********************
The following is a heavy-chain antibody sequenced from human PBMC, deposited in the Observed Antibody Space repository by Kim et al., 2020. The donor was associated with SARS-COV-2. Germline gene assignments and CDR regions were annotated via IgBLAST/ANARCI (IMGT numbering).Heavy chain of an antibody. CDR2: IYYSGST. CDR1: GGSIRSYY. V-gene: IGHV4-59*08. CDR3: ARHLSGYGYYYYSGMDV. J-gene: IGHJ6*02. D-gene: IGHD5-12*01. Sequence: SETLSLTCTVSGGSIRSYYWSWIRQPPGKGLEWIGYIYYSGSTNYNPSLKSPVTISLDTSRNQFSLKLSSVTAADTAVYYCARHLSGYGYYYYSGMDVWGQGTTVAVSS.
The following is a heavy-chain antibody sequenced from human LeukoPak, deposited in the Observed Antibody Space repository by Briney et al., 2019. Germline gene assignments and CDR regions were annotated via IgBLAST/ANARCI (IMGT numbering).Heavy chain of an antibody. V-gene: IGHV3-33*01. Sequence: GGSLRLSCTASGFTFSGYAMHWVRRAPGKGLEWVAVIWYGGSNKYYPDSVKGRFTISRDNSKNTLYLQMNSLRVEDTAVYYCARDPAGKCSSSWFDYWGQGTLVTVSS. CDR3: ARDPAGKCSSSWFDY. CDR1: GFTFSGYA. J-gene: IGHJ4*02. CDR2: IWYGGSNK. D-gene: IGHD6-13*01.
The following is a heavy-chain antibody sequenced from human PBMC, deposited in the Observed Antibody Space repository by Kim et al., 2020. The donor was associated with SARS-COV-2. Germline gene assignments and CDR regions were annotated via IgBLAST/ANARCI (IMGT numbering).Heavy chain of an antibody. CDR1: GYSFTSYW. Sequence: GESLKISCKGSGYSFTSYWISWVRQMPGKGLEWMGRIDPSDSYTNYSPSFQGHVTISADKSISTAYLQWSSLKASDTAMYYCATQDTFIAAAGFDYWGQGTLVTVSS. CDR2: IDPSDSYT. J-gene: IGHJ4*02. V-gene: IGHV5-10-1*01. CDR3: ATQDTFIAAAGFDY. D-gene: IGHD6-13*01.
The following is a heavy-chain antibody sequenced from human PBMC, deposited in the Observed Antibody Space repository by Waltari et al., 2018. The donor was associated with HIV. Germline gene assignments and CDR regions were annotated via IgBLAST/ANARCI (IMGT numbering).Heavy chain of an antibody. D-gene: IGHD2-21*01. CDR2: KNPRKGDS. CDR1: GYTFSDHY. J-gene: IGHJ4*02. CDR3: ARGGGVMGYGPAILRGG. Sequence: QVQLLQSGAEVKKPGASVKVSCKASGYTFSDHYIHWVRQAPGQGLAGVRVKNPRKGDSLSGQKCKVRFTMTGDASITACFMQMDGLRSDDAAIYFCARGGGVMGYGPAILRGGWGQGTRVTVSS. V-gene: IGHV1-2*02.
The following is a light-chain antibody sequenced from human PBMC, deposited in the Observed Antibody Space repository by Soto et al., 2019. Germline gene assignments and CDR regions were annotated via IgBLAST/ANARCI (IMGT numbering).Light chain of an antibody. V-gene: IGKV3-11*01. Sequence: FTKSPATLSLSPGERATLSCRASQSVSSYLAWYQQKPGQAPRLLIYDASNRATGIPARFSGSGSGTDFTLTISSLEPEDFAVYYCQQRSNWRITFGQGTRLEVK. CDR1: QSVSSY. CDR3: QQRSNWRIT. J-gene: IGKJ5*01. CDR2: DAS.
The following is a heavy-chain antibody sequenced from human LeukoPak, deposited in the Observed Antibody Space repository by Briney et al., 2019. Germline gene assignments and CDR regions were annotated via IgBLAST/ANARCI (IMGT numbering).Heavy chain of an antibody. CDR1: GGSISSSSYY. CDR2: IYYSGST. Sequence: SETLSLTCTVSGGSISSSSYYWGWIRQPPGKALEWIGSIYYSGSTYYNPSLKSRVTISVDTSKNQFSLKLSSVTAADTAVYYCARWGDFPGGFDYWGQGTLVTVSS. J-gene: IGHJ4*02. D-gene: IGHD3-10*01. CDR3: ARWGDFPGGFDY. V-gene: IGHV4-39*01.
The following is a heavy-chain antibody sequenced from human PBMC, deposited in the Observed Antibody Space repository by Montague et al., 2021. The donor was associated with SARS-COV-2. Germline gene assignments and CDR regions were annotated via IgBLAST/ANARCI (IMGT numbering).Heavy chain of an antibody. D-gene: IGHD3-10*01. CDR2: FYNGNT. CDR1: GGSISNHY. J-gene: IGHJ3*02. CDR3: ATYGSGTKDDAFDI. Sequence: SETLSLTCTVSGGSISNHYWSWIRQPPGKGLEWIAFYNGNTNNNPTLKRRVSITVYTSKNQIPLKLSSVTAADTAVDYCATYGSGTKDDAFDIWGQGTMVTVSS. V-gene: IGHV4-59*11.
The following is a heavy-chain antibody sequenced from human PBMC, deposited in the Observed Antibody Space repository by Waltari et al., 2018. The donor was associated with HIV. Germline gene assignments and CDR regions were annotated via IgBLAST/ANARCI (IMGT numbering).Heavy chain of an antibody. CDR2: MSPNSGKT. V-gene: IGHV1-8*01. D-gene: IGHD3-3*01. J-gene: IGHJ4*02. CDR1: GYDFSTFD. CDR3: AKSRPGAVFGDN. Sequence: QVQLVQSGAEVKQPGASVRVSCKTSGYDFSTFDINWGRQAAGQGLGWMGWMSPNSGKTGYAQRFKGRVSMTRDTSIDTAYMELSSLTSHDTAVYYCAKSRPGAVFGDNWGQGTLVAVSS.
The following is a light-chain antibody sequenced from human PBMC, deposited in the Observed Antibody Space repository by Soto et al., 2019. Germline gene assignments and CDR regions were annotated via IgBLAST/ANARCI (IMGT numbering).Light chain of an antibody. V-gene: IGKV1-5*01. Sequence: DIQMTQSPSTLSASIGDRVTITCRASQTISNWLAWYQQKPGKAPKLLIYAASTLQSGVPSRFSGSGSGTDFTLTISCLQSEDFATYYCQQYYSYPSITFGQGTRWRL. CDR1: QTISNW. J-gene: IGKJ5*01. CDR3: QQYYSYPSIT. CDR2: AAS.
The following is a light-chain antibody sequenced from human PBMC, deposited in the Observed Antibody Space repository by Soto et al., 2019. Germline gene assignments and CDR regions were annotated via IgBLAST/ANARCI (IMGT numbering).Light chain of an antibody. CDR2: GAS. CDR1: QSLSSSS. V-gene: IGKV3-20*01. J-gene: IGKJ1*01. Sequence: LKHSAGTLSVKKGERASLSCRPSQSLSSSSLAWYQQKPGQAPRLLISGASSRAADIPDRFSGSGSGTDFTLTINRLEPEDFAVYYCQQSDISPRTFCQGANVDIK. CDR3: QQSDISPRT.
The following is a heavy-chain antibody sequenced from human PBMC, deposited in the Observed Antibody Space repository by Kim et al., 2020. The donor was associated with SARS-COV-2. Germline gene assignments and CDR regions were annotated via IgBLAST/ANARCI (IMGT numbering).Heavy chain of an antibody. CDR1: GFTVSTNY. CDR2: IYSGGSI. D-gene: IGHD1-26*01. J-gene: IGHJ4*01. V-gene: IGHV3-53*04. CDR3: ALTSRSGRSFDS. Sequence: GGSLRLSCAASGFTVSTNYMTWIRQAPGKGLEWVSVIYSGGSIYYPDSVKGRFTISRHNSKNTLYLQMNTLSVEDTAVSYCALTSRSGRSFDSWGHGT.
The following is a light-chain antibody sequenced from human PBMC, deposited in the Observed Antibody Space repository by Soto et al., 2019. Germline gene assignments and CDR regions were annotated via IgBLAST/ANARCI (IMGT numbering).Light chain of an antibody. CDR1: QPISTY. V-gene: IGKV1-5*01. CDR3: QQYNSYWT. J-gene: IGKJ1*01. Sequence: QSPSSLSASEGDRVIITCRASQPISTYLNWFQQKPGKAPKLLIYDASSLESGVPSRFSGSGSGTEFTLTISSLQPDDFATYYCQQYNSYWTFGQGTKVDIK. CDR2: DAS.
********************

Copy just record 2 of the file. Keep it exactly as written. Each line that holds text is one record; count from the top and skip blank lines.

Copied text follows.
The following is a heavy-chain antibody sequenced from human LeukoPak, deposited in the Observed Antibody Space repository by Briney et al., 2019. Germline gene assignments and CDR regions were annotated via IgBLAST/ANARCI (IMGT numbering).Heavy chain of an antibody. V-gene: IGHV3-33*01. Sequence: GGSLRLSCTASGFTFSGYAMHWVRRAPGKGLEWVAVIWYGGSNKYYPDSVKGRFTISRDNSKNTLYLQMNSLRVEDTAVYYCARDPAGKCSSSWFDYWGQGTLVTVSS. CDR3: ARDPAGKCSSSWFDY. CDR1: GFTFSGYA. J-gene: IGHJ4*02. CDR2: IWYGGSNK. D-gene: IGHD6-13*01.